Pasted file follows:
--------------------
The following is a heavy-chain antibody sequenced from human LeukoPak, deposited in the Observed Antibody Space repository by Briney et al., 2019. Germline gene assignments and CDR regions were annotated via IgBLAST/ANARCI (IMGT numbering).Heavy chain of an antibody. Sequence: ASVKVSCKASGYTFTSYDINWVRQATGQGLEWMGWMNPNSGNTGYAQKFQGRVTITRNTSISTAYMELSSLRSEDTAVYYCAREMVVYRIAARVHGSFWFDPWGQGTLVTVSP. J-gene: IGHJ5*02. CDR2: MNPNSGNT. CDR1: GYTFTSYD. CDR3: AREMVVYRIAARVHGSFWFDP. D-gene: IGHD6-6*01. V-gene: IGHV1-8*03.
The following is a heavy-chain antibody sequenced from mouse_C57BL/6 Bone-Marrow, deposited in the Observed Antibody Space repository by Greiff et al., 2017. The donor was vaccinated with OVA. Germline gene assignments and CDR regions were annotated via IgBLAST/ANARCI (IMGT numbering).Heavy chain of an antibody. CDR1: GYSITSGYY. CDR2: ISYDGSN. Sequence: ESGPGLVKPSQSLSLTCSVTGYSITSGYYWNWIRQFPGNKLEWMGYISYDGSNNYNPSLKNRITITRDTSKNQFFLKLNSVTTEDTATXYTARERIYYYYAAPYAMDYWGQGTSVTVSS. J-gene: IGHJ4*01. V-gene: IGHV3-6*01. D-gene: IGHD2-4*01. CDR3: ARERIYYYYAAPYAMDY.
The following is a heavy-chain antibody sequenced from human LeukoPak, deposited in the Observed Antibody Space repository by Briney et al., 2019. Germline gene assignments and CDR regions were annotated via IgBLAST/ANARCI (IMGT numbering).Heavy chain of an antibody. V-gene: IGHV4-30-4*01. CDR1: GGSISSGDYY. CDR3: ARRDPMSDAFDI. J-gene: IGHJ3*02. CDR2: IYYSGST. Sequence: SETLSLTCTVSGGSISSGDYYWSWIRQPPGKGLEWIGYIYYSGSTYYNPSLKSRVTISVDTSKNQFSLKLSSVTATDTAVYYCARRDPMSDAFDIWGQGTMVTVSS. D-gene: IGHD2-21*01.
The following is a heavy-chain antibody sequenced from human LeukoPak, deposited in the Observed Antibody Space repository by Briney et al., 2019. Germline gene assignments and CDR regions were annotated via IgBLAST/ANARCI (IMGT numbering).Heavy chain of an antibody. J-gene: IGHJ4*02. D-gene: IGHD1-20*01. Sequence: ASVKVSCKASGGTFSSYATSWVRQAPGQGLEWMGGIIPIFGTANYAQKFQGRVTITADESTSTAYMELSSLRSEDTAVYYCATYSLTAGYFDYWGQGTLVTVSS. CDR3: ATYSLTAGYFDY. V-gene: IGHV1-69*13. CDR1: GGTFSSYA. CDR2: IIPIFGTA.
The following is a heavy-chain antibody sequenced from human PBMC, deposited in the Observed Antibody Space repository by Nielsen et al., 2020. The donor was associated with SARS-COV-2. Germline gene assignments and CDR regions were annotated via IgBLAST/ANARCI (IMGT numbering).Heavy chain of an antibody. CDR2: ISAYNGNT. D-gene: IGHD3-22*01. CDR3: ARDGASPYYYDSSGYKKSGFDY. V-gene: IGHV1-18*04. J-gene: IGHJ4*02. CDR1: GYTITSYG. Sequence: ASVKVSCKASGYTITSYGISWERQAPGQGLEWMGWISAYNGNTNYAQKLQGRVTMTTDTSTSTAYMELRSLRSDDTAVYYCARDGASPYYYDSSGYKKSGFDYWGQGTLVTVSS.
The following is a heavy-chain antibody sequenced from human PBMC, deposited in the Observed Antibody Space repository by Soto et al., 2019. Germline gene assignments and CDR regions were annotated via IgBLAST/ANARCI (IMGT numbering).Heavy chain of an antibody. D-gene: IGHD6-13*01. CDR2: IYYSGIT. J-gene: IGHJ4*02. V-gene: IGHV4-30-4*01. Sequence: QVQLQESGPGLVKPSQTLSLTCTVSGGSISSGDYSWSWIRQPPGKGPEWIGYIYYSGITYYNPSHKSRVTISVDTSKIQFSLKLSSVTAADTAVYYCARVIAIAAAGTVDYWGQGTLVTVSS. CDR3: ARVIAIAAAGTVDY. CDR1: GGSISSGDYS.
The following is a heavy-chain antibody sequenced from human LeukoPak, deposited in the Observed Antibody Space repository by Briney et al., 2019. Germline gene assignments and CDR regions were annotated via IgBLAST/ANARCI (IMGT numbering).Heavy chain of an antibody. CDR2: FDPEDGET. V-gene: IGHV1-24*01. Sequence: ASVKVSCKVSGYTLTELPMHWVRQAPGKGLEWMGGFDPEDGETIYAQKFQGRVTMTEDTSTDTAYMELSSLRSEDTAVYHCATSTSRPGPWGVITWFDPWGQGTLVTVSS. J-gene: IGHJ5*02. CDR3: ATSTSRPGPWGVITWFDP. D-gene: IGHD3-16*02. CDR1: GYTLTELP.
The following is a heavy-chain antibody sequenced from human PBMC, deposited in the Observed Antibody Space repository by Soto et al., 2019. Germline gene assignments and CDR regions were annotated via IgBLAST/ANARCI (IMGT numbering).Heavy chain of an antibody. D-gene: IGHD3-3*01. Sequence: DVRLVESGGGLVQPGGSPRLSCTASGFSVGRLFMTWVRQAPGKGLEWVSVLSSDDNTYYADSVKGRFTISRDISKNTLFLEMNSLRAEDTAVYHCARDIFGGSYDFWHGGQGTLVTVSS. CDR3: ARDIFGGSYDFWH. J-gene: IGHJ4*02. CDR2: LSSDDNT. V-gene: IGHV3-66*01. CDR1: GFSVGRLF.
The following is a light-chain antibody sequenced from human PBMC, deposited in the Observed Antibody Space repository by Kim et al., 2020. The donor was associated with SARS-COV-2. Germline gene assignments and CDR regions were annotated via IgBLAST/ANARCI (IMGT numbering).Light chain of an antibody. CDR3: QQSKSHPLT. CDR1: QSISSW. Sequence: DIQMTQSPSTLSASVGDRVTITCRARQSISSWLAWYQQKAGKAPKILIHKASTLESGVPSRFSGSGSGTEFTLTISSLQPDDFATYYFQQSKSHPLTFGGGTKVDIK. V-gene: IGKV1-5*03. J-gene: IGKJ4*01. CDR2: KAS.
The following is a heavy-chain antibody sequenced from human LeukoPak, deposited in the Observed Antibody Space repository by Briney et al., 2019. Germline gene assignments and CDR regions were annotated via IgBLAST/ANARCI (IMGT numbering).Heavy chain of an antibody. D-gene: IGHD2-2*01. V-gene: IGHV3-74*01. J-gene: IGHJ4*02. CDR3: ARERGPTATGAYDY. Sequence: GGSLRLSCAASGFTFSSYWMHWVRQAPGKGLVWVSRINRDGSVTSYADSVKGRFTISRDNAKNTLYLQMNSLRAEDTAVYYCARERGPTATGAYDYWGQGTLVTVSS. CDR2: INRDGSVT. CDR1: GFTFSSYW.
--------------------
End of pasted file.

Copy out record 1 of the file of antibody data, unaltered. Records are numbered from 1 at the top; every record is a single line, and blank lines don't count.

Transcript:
The following is a heavy-chain antibody sequenced from human LeukoPak, deposited in the Observed Antibody Space repository by Briney et al., 2019. Germline gene assignments and CDR regions were annotated via IgBLAST/ANARCI (IMGT numbering).Heavy chain of an antibody. Sequence: ASVKVSCKASGYTFTSYDINWVRQATGQGLEWMGWMNPNSGNTGYAQKFQGRVTITRNTSISTAYMELSSLRSEDTAVYYCAREMVVYRIAARVHGSFWFDPWGQGTLVTVSP. J-gene: IGHJ5*02. CDR2: MNPNSGNT. CDR1: GYTFTSYD. CDR3: AREMVVYRIAARVHGSFWFDP. D-gene: IGHD6-6*01. V-gene: IGHV1-8*03.